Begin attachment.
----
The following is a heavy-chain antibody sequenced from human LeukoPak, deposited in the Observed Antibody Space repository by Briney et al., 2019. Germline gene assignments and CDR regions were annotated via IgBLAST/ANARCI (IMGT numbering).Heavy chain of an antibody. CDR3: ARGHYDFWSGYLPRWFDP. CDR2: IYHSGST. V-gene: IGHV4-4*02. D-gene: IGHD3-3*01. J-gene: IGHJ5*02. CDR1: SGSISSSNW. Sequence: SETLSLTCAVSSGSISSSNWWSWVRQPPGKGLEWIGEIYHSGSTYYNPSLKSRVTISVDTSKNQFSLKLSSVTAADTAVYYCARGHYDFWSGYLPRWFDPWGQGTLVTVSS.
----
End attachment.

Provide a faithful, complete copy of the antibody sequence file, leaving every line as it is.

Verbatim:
The following is a heavy-chain antibody sequenced from human LeukoPak, deposited in the Observed Antibody Space repository by Briney et al., 2019. Germline gene assignments and CDR regions were annotated via IgBLAST/ANARCI (IMGT numbering).Heavy chain of an antibody. CDR3: ARGHYDFWSGYLPRWFDP. CDR2: IYHSGST. V-gene: IGHV4-4*02. D-gene: IGHD3-3*01. J-gene: IGHJ5*02. CDR1: SGSISSSNW. Sequence: SETLSLTCAVSSGSISSSNWWSWVRQPPGKGLEWIGEIYHSGSTYYNPSLKSRVTISVDTSKNQFSLKLSSVTAADTAVYYCARGHYDFWSGYLPRWFDPWGQGTLVTVSS.